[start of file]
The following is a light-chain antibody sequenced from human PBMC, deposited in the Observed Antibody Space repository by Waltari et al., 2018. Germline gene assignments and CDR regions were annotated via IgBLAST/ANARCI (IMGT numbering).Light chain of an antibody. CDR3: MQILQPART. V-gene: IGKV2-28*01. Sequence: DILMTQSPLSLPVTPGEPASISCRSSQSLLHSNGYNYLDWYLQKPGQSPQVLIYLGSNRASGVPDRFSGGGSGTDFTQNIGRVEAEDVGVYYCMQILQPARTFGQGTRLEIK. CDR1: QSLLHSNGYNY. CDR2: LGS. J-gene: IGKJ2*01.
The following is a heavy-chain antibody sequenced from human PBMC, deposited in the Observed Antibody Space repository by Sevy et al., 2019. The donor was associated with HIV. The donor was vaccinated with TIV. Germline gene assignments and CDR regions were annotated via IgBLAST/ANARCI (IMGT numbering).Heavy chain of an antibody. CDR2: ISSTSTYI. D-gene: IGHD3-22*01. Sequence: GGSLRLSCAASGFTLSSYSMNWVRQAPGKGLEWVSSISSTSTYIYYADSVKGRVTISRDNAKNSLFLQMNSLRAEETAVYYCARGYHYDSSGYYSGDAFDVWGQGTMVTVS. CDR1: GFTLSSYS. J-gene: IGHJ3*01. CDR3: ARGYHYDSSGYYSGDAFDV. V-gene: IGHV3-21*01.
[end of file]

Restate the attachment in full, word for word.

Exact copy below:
The following is a light-chain antibody sequenced from human PBMC, deposited in the Observed Antibody Space repository by Waltari et al., 2018. Germline gene assignments and CDR regions were annotated via IgBLAST/ANARCI (IMGT numbering).Light chain of an antibody. CDR3: MQILQPART. V-gene: IGKV2-28*01. Sequence: DILMTQSPLSLPVTPGEPASISCRSSQSLLHSNGYNYLDWYLQKPGQSPQVLIYLGSNRASGVPDRFSGGGSGTDFTQNIGRVEAEDVGVYYCMQILQPARTFGQGTRLEIK. CDR1: QSLLHSNGYNY. CDR2: LGS. J-gene: IGKJ2*01.
The following is a heavy-chain antibody sequenced from human PBMC, deposited in the Observed Antibody Space repository by Sevy et al., 2019. The donor was associated with HIV. The donor was vaccinated with TIV. Germline gene assignments and CDR regions were annotated via IgBLAST/ANARCI (IMGT numbering).Heavy chain of an antibody. CDR2: ISSTSTYI. D-gene: IGHD3-22*01. Sequence: GGSLRLSCAASGFTLSSYSMNWVRQAPGKGLEWVSSISSTSTYIYYADSVKGRVTISRDNAKNSLFLQMNSLRAEETAVYYCARGYHYDSSGYYSGDAFDVWGQGTMVTVS. CDR1: GFTLSSYS. J-gene: IGHJ3*01. CDR3: ARGYHYDSSGYYSGDAFDV. V-gene: IGHV3-21*01.